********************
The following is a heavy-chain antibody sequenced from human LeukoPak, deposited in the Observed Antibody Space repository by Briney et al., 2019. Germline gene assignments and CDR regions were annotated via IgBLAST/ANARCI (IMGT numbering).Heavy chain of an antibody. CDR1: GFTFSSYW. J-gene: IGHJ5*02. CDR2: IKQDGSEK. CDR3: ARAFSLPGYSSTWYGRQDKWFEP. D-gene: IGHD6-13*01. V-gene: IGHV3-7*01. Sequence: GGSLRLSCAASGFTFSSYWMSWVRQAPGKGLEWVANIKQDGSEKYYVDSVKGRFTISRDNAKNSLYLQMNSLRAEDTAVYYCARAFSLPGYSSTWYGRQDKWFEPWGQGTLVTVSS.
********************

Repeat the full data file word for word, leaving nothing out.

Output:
The following is a heavy-chain antibody sequenced from human LeukoPak, deposited in the Observed Antibody Space repository by Briney et al., 2019. Germline gene assignments and CDR regions were annotated via IgBLAST/ANARCI (IMGT numbering).Heavy chain of an antibody. CDR1: GFTFSSYW. J-gene: IGHJ5*02. CDR2: IKQDGSEK. CDR3: ARAFSLPGYSSTWYGRQDKWFEP. D-gene: IGHD6-13*01. V-gene: IGHV3-7*01. Sequence: GGSLRLSCAASGFTFSSYWMSWVRQAPGKGLEWVANIKQDGSEKYYVDSVKGRFTISRDNAKNSLYLQMNSLRAEDTAVYYCARAFSLPGYSSTWYGRQDKWFEPWGQGTLVTVSS.